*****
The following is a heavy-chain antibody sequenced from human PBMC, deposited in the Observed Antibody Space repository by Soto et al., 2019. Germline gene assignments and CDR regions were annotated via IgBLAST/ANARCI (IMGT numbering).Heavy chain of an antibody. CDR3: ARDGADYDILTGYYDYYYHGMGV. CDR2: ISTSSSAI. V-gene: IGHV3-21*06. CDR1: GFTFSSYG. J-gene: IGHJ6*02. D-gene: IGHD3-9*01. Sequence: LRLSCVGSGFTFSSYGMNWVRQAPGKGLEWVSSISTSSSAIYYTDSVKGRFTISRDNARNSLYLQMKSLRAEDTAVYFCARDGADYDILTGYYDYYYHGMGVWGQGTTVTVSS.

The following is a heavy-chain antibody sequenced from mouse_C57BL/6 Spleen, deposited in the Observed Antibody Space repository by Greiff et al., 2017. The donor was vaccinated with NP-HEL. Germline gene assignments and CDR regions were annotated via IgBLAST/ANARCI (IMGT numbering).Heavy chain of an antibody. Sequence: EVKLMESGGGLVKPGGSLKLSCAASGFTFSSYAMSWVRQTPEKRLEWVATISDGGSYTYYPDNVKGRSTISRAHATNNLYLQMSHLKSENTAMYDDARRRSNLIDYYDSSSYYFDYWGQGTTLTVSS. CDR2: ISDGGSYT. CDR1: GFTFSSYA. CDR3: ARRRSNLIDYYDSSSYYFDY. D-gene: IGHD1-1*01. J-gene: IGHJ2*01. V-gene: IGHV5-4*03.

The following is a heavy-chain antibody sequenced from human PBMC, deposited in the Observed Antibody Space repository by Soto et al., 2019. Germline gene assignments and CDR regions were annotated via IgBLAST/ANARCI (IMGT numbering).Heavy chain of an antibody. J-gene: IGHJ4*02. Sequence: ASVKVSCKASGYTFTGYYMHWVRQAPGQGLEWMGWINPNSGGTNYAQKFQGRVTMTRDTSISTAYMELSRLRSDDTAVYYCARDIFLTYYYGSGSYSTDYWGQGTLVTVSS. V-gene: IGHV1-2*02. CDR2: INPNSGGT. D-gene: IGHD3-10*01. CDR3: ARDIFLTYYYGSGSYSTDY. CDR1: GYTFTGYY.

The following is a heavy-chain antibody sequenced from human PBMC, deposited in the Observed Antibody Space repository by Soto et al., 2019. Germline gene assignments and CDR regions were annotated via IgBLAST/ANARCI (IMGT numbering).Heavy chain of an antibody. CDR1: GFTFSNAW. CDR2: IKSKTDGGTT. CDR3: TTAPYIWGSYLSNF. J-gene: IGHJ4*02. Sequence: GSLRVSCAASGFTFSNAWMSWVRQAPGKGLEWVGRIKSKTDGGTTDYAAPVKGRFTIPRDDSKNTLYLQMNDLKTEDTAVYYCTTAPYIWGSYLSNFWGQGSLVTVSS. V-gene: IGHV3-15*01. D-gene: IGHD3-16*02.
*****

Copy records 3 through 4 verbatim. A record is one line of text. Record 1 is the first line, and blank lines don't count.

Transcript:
The following is a heavy-chain antibody sequenced from human PBMC, deposited in the Observed Antibody Space repository by Soto et al., 2019. Germline gene assignments and CDR regions were annotated via IgBLAST/ANARCI (IMGT numbering).Heavy chain of an antibody. J-gene: IGHJ4*02. Sequence: ASVKVSCKASGYTFTGYYMHWVRQAPGQGLEWMGWINPNSGGTNYAQKFQGRVTMTRDTSISTAYMELSRLRSDDTAVYYCARDIFLTYYYGSGSYSTDYWGQGTLVTVSS. V-gene: IGHV1-2*02. CDR2: INPNSGGT. D-gene: IGHD3-10*01. CDR3: ARDIFLTYYYGSGSYSTDY. CDR1: GYTFTGYY.

The following is a heavy-chain antibody sequenced from human PBMC, deposited in the Observed Antibody Space repository by Soto et al., 2019. Germline gene assignments and CDR regions were annotated via IgBLAST/ANARCI (IMGT numbering).Heavy chain of an antibody. CDR1: GFTFSNAW. CDR2: IKSKTDGGTT. CDR3: TTAPYIWGSYLSNF. J-gene: IGHJ4*02. Sequence: GSLRVSCAASGFTFSNAWMSWVRQAPGKGLEWVGRIKSKTDGGTTDYAAPVKGRFTIPRDDSKNTLYLQMNDLKTEDTAVYYCTTAPYIWGSYLSNFWGQGSLVTVSS. V-gene: IGHV3-15*01. D-gene: IGHD3-16*02.